Statistical analysis

Data analysis was conducted in three phases. The first stage consisted of a descriptive statistical analysis of the 2020 CONPAS data, to obtain a detailed snapshot of the mental health status of our sample during the COVID-19 pandemic. Additionally, we pooled the 2018, 2019 and 2020 CONPAS data to perform a cross-sectional analysis examining the trend in the mean SRQ-20 score over the three years, as well as the proportion of participants with SRQ + in each year. These descriptive analyses included all the respondents in each wave.

In the second phase, we examined the changes in mental health from 2018 to 2020 by estimating fixed-effects regression models (Additional file 1: Appendix S1). The main goals were to measure the changes in mental health trends, between before and after the onset of the pandemic, and how these changes are associated with individual- and household-level covariates. This investigation follows evidence from other countries that some groups, such as women, people living with preschool-age children, lower income groups, the youngest and oldest cohorts, and people with poor physical health, experienced particularly severe deterioration in mental health during the pandemic [5, 21]. All covariates had less than 1% missing data, except for displaced status which had 7.2% missing data. These models included only the balanced longitudinal sample of the 803 respondents who participated in all CONPAS waves and had no missing covariates (Fig. 1).

We estimated two fixed-effects models. In Model 1, we used the individual SRQ-20 score as the dependent variable, i.e. examining increases or decreases in the total score, which ranges from 1 to 20 (where 20 denotes individuals with the worst mental health status as judged by the highest tendency to present a mental health disorder). A positive and statistically significant estimated coefficient for a given covariate from the fixed-effects model indicates that the mean SRQ-20 increased in 2020, compared to 2018, for the particular population subgroup represented by the covariate. This can be interpreted as individuals in that subgroup being, on average, closer to the threshold of exhibiting an SRQ + , although this is not sufficient to infer a worsening of mental health for that subgroup in the period. For the latter, instead, we estimate Model 2 where the dependent variable is a binary indicator for SRQ + , taking the value of one if the respondent has SRQ + and thus a tendency to have a mental health disorder, zero otherwise. In Model 2, a positive and statistically significant coefficient for a given covariate indicates an increase in the probability of SRQ + , i.e. that mental health deteriorated in that subgroup, between 2018 and 2020. The fixed-effects analyses permit an examination of how mental health trends after conflict de-escalation in the Meta region evolved within the context of the COVID-19 pandemic.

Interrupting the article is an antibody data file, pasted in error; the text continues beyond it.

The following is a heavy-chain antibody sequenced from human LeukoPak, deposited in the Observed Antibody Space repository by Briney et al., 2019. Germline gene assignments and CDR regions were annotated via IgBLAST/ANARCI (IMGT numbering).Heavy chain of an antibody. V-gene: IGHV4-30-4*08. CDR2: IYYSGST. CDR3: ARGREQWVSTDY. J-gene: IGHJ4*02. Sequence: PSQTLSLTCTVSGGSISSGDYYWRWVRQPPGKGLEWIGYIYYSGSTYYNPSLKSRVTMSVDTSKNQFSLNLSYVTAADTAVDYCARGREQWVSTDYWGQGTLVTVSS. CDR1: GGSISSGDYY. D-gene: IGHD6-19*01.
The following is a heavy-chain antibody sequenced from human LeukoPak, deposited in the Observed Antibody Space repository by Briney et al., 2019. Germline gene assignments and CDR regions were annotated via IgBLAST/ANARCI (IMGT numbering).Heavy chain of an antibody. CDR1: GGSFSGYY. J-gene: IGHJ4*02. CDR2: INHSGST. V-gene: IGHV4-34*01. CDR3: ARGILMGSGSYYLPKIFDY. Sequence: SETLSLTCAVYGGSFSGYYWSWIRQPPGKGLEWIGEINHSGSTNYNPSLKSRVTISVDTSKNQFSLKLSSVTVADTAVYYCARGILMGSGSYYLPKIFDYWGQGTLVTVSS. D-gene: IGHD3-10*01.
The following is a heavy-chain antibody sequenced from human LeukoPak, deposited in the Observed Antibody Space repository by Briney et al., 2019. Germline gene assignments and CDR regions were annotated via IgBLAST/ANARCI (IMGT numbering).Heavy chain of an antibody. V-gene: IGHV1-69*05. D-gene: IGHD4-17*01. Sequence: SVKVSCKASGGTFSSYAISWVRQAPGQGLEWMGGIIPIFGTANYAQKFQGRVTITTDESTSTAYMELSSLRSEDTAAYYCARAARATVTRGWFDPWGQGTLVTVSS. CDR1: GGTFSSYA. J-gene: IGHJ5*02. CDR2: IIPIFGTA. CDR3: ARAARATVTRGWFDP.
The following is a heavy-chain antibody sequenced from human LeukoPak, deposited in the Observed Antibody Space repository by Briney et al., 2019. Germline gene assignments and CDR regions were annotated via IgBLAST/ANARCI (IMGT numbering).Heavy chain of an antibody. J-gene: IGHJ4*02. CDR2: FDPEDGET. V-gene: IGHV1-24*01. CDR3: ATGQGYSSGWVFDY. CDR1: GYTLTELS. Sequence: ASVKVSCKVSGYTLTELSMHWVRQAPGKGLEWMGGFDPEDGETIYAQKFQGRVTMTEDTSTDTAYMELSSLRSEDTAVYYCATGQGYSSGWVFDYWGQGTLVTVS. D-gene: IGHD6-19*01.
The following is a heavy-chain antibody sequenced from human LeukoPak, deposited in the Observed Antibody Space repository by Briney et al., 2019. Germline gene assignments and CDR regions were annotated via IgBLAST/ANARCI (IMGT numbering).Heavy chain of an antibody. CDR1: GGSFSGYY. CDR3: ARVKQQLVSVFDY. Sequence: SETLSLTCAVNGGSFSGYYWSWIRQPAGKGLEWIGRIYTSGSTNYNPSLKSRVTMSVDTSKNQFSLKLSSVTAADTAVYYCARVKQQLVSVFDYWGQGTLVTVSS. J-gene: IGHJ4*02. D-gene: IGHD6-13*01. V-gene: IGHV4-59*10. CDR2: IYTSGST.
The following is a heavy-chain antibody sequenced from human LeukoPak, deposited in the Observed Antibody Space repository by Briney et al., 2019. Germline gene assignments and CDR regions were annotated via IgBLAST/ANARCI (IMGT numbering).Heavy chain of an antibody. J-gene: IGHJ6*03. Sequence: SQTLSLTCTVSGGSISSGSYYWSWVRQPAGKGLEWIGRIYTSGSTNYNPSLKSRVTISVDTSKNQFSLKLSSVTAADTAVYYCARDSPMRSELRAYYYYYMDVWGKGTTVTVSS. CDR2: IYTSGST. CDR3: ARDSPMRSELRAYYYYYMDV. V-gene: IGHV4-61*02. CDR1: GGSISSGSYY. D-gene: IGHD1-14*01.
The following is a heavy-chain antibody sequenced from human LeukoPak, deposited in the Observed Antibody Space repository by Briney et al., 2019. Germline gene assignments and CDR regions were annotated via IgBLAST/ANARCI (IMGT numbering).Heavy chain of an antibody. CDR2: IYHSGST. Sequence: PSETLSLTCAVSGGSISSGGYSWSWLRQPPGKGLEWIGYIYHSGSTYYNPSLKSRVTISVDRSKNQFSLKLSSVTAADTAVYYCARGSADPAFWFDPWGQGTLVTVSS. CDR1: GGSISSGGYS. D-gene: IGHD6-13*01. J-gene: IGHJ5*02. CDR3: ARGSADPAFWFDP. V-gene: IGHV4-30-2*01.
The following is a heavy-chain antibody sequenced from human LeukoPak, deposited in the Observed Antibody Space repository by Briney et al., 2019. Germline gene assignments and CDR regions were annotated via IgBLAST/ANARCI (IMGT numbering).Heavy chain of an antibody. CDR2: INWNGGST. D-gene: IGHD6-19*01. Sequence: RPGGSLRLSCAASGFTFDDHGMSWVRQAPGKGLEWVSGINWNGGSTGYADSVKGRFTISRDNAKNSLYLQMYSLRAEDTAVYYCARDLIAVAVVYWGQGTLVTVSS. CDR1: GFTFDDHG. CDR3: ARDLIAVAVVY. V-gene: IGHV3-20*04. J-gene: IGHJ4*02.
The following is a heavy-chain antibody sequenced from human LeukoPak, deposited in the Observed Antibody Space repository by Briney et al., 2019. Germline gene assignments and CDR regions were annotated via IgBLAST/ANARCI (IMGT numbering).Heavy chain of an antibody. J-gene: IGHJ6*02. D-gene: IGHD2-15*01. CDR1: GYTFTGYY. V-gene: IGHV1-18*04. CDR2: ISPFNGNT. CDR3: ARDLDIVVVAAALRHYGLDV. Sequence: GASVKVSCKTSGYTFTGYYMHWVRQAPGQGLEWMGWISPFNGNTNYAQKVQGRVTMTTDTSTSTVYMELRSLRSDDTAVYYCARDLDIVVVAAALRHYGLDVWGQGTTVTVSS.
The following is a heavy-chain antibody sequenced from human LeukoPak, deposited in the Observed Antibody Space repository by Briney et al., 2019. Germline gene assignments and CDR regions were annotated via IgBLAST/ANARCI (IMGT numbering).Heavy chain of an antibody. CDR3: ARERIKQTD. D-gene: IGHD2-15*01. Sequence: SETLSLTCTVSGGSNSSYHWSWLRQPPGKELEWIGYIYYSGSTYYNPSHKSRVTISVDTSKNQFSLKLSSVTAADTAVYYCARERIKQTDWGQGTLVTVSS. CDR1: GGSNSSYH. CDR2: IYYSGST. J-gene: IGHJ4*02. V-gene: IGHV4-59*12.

In the third phase, using only the cross-sectional CONPAS 2020 data, we estimated five separate linear regression models (through ordinary least-squares estimation) to investigate whether particular demographic and socioeconomic subgroups have had different experiences regarding the spread of COVID-19 in the community, and/or different behavioral or financial changes due to the pandemic, that may help explain any differential changes in mental health indicators across these subgroups during 2018–2020. We used the following CONPAS 2020 questions to construct the five dependent variables analyzed separately:

  1. 1.

    In the last month, did you have symptoms related to COVID-19? (Indicator variable: 1 = yes, 0 = no)

  2. 2.

    How many people do you personally know from outside your household who have tested positive for COVID-19? (Indicator variable: 1 = knows someone, 0 = does not know anyone)

  3. 3.

    How many people did you personally know who have died from COVID-19? (Indicator variable: 1 = knew someone, 0 = did not know anyone)

  4. 4.

    Are you currently in quarantine or self-quarantine? (Indicator variable: 1 = yes, 0 = no)

  5. 5.

    How important is the threat imposed by the pandemic-related measures and restrictions to your household’s finances? (Indicator variable: 1 = severe or moderate, 0 = not important or it is not a threat at all)